“MORC” or the Macomb-Oakland Regional Center, is perhaps known to more people around the globe than it is to people around the state. Citizens and people under the Michigan Capitol Dome should know more about an organization supported with state and federal tax dollars to serve some of Michigan’s most vulnerable citizens.
MORC is a human services agency that coordinates long-term supports for individuals with behavioral health, physical and intellectual disabilities and the elderly in Southeast Michigan. Their mission is as direct as it is profound: “To maximize human potential.” And they do just that each and every day for thousands of individuals and their families.
While MORC is not a household name in Michigan, if you visit their office you will see acknowledgments from countless counties around the globe who have studied the person-centered approach MORC employs to empower the people they support and serve.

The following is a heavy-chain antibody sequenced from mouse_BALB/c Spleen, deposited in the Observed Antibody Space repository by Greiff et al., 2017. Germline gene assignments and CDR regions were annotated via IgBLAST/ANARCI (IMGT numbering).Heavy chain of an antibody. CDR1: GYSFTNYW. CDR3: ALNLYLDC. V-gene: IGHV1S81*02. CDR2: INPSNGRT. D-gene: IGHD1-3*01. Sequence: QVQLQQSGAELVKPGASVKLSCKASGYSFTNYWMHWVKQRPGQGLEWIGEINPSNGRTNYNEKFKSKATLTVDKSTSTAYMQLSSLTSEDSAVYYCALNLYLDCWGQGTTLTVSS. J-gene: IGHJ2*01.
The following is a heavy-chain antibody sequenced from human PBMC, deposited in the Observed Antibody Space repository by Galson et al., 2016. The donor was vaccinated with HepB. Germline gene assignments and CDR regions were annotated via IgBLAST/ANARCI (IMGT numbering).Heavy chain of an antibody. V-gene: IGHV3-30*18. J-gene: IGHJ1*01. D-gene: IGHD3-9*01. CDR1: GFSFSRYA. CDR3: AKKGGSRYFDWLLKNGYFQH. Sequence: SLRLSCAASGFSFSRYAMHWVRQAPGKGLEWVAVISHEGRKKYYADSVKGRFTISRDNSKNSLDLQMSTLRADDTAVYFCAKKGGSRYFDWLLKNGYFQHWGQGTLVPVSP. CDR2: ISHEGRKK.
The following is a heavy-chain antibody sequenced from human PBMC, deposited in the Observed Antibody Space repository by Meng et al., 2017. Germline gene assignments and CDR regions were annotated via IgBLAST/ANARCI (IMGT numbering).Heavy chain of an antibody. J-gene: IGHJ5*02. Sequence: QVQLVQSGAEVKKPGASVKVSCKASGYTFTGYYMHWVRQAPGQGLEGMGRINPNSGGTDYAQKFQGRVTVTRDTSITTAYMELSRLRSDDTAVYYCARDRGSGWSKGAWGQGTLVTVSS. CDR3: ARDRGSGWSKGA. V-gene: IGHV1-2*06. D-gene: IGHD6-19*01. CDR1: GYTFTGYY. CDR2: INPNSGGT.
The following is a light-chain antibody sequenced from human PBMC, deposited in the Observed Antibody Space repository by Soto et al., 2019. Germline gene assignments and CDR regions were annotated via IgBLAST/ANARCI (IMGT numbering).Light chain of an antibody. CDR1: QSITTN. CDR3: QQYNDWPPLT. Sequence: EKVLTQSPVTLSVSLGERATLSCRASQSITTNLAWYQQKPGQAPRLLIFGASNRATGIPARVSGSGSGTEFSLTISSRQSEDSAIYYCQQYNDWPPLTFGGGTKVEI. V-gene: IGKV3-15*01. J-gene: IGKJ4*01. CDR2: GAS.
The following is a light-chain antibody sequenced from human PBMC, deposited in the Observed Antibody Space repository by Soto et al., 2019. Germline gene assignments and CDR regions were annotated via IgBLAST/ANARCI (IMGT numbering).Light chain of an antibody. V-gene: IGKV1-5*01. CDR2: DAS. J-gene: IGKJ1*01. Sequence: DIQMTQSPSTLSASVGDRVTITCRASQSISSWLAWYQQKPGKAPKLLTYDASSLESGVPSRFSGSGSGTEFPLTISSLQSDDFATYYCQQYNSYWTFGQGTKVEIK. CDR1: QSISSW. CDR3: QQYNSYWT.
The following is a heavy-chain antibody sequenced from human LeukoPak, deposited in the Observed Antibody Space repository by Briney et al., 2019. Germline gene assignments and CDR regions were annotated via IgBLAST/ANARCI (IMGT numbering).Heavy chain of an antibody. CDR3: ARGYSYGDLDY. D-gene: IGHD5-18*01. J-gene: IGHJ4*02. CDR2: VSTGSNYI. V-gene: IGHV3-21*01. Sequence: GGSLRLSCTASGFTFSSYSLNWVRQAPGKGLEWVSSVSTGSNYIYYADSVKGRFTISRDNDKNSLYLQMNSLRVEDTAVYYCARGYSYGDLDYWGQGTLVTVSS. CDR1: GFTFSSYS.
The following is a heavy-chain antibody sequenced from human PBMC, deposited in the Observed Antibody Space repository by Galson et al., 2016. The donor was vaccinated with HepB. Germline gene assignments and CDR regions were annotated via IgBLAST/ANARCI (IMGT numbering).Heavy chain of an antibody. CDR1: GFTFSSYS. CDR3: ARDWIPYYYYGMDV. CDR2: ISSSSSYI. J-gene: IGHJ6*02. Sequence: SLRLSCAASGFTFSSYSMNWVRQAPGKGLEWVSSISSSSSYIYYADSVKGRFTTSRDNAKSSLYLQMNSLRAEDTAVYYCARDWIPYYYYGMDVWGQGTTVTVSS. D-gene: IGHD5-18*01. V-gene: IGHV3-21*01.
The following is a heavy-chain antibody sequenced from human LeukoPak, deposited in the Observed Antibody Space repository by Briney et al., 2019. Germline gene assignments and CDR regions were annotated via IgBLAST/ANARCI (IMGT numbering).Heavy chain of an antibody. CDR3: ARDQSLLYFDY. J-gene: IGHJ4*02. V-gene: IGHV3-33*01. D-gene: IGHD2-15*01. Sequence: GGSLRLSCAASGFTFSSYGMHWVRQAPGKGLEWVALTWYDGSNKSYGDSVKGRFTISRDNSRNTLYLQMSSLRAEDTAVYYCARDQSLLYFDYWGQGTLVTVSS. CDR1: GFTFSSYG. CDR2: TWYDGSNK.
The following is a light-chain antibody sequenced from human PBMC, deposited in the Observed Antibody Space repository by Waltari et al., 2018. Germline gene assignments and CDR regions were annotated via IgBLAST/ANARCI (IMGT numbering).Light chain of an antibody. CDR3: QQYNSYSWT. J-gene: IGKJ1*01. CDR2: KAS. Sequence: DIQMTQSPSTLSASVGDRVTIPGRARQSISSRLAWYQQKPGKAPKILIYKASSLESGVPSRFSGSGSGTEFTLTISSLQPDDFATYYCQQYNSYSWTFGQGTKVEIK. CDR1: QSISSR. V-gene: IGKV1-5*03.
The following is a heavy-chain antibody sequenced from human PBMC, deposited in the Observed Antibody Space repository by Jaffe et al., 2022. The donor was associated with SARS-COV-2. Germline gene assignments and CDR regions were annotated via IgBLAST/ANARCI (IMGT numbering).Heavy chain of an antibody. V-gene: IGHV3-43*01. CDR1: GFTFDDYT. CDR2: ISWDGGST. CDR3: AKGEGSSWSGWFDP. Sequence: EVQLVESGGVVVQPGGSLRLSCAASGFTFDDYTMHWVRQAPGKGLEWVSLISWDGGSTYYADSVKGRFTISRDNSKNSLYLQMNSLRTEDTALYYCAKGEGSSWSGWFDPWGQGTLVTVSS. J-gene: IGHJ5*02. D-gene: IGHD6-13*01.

MORC offers a diverse array of services for people of all ages and abilities.
Eligibility for services may vary based on service type, location and medical necessity. Their services include:
• Support Coordination
• Home Choices
• Vocational Services
• Respite Services
• Peer Mentoring
• Children and Family Services
• Autism Services
• Clinical Services
• Occupational Therapy
• Speech Therapy
• Nursing Home Transition
• Supports Needs Assessments
MORC has one of the largest provider networks in the State, with over 300 direct care partners to give you the greatest amount of choice possible to coordinating your services.